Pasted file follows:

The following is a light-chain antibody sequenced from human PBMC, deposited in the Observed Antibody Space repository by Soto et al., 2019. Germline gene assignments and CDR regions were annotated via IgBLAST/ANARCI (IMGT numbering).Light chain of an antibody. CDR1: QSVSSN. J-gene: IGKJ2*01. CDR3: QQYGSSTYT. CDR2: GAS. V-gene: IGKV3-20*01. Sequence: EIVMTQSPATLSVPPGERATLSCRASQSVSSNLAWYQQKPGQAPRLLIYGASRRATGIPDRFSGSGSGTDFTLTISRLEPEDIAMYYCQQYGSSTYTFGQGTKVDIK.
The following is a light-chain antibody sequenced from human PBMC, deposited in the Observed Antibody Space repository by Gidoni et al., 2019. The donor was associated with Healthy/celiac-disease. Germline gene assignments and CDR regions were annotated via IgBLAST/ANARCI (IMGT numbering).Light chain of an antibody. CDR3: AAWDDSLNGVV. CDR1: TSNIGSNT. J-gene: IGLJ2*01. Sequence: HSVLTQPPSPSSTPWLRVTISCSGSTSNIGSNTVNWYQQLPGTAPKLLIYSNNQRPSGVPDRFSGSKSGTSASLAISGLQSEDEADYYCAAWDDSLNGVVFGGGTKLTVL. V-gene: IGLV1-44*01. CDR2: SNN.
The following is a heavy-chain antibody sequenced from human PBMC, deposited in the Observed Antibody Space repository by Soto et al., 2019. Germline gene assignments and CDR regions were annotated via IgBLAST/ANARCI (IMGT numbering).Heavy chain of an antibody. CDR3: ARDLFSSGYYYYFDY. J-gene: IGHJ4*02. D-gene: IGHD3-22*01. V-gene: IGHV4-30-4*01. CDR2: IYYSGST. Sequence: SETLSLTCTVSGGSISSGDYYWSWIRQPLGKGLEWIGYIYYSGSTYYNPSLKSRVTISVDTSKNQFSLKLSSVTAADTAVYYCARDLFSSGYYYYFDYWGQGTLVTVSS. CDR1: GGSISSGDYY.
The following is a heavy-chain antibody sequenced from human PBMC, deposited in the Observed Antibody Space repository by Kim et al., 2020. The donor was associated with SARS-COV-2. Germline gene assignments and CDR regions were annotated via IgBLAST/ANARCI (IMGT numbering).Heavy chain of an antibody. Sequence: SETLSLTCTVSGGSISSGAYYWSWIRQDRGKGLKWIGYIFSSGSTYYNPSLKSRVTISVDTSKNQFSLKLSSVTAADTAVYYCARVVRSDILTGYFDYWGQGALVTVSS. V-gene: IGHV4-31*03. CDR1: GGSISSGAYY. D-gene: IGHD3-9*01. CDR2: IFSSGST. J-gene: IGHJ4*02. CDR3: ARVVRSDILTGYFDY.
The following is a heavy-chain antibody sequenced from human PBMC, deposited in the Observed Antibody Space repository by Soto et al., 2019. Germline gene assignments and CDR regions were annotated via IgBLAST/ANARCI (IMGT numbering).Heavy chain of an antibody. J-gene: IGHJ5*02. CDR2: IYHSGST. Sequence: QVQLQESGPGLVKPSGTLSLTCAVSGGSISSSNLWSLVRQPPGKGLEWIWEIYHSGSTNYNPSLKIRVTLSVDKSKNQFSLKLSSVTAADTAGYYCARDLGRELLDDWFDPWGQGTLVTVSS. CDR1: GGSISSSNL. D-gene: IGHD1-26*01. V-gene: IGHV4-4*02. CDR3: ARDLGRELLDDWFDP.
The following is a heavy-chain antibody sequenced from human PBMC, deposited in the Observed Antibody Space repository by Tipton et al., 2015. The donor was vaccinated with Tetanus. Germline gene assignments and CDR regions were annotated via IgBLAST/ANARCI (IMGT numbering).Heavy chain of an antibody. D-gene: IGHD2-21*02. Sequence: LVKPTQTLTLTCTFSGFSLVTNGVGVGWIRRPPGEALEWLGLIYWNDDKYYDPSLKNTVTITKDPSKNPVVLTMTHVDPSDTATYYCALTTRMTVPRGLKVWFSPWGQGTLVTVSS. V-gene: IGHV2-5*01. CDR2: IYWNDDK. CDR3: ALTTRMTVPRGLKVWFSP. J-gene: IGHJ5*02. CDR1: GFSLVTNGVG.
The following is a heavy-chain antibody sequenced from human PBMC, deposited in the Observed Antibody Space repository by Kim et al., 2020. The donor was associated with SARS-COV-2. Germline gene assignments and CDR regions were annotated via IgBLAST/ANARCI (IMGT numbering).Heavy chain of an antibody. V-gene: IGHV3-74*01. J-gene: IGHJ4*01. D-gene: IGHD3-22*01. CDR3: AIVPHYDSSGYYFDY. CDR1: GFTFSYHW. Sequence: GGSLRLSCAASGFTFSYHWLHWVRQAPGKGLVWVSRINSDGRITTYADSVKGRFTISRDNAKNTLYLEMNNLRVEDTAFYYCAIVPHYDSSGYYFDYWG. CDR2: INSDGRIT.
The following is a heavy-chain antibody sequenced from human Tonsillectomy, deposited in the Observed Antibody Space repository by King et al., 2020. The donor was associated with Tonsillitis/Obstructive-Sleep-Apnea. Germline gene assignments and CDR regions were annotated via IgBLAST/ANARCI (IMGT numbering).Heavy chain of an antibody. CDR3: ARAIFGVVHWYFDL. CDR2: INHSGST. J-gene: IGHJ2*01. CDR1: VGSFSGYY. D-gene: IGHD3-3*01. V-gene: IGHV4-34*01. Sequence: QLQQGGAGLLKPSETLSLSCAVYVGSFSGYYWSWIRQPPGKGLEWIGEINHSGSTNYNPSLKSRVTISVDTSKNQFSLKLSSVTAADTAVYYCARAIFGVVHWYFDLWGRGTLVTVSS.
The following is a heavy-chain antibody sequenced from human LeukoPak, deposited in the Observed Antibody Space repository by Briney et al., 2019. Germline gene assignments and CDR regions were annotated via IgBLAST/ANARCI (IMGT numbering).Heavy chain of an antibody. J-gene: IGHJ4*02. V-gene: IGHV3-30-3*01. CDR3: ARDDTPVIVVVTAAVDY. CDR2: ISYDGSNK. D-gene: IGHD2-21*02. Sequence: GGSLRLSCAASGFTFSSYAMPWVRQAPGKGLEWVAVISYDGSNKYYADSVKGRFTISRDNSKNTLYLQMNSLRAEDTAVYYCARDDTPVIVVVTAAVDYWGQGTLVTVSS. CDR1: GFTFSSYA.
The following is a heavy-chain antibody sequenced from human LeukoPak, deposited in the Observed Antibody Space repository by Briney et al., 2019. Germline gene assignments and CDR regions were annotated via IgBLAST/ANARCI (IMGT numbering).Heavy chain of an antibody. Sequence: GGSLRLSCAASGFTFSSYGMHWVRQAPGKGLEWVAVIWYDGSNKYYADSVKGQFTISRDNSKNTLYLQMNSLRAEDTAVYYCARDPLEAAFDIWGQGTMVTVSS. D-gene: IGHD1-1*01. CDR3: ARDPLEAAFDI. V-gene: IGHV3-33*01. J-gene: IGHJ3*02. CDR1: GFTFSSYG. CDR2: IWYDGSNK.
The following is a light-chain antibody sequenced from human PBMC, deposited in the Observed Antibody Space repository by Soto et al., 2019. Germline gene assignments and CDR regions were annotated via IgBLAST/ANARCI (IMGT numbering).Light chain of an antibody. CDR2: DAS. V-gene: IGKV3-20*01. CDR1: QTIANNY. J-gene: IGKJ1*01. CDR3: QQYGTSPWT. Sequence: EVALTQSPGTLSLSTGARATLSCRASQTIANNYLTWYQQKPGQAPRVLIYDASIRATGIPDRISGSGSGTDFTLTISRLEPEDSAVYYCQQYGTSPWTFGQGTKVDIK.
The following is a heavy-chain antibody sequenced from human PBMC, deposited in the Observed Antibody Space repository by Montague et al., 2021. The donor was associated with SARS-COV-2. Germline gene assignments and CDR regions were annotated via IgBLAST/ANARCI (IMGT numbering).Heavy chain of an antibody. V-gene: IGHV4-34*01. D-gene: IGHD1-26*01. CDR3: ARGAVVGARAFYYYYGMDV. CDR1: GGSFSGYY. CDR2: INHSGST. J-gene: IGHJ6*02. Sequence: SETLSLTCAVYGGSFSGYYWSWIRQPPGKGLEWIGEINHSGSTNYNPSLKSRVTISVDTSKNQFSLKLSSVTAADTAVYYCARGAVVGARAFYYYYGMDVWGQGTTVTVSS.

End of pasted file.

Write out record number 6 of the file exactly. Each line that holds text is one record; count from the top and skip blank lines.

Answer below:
The following is a heavy-chain antibody sequenced from human PBMC, deposited in the Observed Antibody Space repository by Tipton et al., 2015. The donor was vaccinated with Tetanus. Germline gene assignments and CDR regions were annotated via IgBLAST/ANARCI (IMGT numbering).Heavy chain of an antibody. D-gene: IGHD2-21*02. Sequence: LVKPTQTLTLTCTFSGFSLVTNGVGVGWIRRPPGEALEWLGLIYWNDDKYYDPSLKNTVTITKDPSKNPVVLTMTHVDPSDTATYYCALTTRMTVPRGLKVWFSPWGQGTLVTVSS. V-gene: IGHV2-5*01. CDR2: IYWNDDK. CDR3: ALTTRMTVPRGLKVWFSP. J-gene: IGHJ5*02. CDR1: GFSLVTNGVG.